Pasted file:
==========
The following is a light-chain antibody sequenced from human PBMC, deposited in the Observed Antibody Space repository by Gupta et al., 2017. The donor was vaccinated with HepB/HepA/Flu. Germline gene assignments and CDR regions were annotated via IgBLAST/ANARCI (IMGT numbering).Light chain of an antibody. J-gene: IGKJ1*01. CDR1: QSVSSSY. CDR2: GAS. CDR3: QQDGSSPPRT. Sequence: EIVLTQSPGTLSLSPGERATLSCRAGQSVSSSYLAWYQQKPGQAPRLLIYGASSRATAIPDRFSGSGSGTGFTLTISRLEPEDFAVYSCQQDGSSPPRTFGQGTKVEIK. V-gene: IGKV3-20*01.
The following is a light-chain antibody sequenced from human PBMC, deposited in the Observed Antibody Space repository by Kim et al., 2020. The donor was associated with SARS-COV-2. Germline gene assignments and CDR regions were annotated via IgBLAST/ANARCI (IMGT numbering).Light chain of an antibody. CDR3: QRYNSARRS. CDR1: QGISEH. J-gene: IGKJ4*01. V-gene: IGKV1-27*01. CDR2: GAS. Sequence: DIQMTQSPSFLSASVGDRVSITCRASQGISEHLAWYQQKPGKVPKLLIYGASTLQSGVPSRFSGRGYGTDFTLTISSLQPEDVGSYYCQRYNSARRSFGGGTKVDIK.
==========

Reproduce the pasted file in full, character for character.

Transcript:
The following is a light-chain antibody sequenced from human PBMC, deposited in the Observed Antibody Space repository by Gupta et al., 2017. The donor was vaccinated with HepB/HepA/Flu. Germline gene assignments and CDR regions were annotated via IgBLAST/ANARCI (IMGT numbering).Light chain of an antibody. J-gene: IGKJ1*01. CDR1: QSVSSSY. CDR2: GAS. CDR3: QQDGSSPPRT. Sequence: EIVLTQSPGTLSLSPGERATLSCRAGQSVSSSYLAWYQQKPGQAPRLLIYGASSRATAIPDRFSGSGSGTGFTLTISRLEPEDFAVYSCQQDGSSPPRTFGQGTKVEIK. V-gene: IGKV3-20*01.
The following is a light-chain antibody sequenced from human PBMC, deposited in the Observed Antibody Space repository by Kim et al., 2020. The donor was associated with SARS-COV-2. Germline gene assignments and CDR regions were annotated via IgBLAST/ANARCI (IMGT numbering).Light chain of an antibody. CDR3: QRYNSARRS. CDR1: QGISEH. J-gene: IGKJ4*01. V-gene: IGKV1-27*01. CDR2: GAS. Sequence: DIQMTQSPSFLSASVGDRVSITCRASQGISEHLAWYQQKPGKVPKLLIYGASTLQSGVPSRFSGRGYGTDFTLTISSLQPEDVGSYYCQRYNSARRSFGGGTKVDIK.